On that morning the dew was heavy as we became this journey to the Magic Kingdom. The young people could hardly contain their emotions. The adults were bracing themselves for a long trip, deciding who would be the navigator, the driver, the entertainer of the young enthusiastic people in the back. As the trip got underway we began with a prayer, for safe travels, a fun vacation, and an opportunity to create lasting memories and give thanks for the three generations trapped for ten hours together on this family getaway. Once the prayer for a safe journey is over the key starts the engine and off we go.
Everything was going along swimmingly until some genius puts on some music to make time fly. And the generational war begins. Grandma wants to hear her favorite hip swinger, Tom Jones. Mom reliving her teen years wants to hear the Four Tops. Being sensitive to their lack of coolness, I want to bring them into the present and hear from a not yet discovered musical genius, Prince. No one wanted to expand their horizons and so this ten-hour trip is marked by everyone being unhappy during this trip. Welcome to Sunday morning at the intergenerational worship service.
This quote hits the nail on the head.
“The challenge of an intergenerational church is often reduced to worship style, and it is honestly difficult to plan and lead a worship service that appeals to the tastes of 5 generations all at once. But that misses the point. The biggest challenge is not appealing to everyone at once — Jesus wants disciples, not fans. Instead, the challenge is finding ways for every generation to participate in the mission and vision of our churches.”
Avoid Reducing Worship to Likes and Dislikes
To move beyond making worship about likes and dislikes we have to focus on the mission of the church. It calls us to baptize, teach, and make disciples by our Lord in the Great Commission. You will also notice that the phrase “all generations can be found 91 times in the Bible, yet we divide generations up into subgroups.”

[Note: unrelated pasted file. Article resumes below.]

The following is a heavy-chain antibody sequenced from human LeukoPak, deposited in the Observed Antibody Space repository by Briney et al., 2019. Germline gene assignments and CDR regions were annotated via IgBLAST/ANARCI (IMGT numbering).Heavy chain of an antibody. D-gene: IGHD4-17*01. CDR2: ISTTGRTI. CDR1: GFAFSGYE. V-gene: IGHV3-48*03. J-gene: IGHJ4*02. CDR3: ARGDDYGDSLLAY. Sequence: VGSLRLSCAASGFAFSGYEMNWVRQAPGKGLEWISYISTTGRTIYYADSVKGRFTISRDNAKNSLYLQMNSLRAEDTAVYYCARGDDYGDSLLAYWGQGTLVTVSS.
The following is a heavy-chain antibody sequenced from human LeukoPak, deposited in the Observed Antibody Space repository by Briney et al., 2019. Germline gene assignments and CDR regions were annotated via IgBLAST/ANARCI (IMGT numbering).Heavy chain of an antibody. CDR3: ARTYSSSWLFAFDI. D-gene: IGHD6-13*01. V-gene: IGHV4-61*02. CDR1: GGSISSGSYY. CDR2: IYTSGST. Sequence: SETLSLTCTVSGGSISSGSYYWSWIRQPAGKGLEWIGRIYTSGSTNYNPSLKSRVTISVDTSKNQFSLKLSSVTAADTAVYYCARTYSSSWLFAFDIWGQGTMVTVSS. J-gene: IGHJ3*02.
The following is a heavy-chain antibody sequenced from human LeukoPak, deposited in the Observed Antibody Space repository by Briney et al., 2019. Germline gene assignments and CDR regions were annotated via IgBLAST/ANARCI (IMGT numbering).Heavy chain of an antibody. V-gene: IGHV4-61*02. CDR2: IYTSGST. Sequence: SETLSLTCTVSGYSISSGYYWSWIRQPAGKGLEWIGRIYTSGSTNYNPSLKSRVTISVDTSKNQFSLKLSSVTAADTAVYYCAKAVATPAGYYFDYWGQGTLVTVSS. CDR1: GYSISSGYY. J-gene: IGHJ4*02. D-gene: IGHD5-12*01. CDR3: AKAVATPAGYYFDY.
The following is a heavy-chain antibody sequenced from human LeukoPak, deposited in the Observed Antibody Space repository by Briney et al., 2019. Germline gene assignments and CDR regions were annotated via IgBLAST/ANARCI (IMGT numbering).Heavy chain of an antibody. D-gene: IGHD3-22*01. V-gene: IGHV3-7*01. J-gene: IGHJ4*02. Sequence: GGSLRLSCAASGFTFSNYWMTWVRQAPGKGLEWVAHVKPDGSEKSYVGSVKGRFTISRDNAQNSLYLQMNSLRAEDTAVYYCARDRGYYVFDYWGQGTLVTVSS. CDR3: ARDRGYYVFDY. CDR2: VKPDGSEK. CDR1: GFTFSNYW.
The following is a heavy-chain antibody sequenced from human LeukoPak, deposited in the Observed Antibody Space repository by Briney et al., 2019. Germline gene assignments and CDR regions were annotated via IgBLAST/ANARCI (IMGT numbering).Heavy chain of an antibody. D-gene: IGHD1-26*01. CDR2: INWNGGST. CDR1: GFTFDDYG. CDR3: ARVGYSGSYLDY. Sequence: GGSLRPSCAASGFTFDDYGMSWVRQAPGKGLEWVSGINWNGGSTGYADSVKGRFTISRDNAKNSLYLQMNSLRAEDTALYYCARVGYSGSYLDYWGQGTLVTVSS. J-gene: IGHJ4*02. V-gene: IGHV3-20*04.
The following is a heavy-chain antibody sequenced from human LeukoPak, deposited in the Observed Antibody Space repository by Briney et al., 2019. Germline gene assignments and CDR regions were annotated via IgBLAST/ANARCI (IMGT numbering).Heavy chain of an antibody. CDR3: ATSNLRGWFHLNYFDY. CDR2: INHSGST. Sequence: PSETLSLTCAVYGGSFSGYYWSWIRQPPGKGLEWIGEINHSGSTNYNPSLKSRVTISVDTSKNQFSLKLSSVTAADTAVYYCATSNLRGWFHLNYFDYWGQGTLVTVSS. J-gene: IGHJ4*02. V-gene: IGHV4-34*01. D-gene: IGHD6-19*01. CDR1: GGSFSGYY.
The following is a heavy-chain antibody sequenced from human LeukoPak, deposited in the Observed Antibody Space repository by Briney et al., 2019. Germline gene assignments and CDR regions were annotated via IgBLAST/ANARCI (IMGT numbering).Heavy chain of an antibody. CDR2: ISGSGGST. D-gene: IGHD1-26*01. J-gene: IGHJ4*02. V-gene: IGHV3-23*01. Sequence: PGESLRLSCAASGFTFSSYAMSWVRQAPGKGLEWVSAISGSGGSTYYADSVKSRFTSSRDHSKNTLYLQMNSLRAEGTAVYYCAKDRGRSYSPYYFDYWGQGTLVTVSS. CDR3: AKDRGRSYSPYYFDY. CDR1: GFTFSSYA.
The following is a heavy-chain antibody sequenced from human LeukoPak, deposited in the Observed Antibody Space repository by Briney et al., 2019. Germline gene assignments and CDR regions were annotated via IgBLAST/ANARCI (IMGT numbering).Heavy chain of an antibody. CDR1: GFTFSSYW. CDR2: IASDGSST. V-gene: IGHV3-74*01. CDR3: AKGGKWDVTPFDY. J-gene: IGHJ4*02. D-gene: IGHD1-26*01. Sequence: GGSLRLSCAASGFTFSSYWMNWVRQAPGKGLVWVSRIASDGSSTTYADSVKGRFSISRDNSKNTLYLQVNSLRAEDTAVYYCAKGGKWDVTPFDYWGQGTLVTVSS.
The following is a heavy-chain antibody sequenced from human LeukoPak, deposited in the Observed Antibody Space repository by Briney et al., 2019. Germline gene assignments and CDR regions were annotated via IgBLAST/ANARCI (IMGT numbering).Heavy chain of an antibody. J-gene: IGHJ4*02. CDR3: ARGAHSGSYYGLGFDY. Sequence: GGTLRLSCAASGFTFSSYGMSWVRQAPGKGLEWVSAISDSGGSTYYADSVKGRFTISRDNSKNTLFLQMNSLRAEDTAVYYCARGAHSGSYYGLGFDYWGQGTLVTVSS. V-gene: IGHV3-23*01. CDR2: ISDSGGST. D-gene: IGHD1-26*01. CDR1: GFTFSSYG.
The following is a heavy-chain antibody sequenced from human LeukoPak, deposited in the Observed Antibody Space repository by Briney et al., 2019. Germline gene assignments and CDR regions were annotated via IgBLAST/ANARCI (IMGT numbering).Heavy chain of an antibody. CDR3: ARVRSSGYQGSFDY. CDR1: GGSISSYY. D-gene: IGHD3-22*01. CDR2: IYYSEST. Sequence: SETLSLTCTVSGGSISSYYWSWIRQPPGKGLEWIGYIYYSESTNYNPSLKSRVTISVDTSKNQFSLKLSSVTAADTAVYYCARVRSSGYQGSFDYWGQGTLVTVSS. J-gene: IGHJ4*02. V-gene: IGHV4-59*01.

Howard Vanderwell, who’s editing a book about intergenerational worship says,“God does not form our character all at once or all by himself. Nor does he expect us to unilaterally form our own character. God acts on us through others. Interaction among generations is necessary for forming faith and character. Each age learns from another.”
Steve Burger agrees. “Who or what we choose to exclude from our worship gatherings says as much about our community of faith as who or what we choose to include. And, really, does exclude anyone makes sense when you realize we’re spending an eternity together?”
If we are serious about doing intergenerational worship it will take an attitude shift on the part of leaders, it will require humility as well as intentionality. The founders and builder generation can’t hold the other generations captive with a “this is how we’ve always done it” attitude. Nor can current generations use a “fresh and new is better” attitude. Worship leaders who focus on one or two age-groups and ignore others will kill this opportunity to bring people together for the good of the kingdom.
Everyone takes part.
I got the chance to preach at a congregation. And I noticed that it involved no lay people. Now I preach to a lot of congregations in a year and everyone does things a little differently. I missed having more people working alongside me leading people in worship. It is not my ministry, first, it is God’s and we are serving God’s people. For intergenerational worship to work I think you need to have all generations engaged in worship. This is our act of worship, we bring our praises to God and He is offering us His grace, forgiveness, and strength to live out our lives as Children of Light.
Questions to keep the conversation going, you can add your responses in the comment section.
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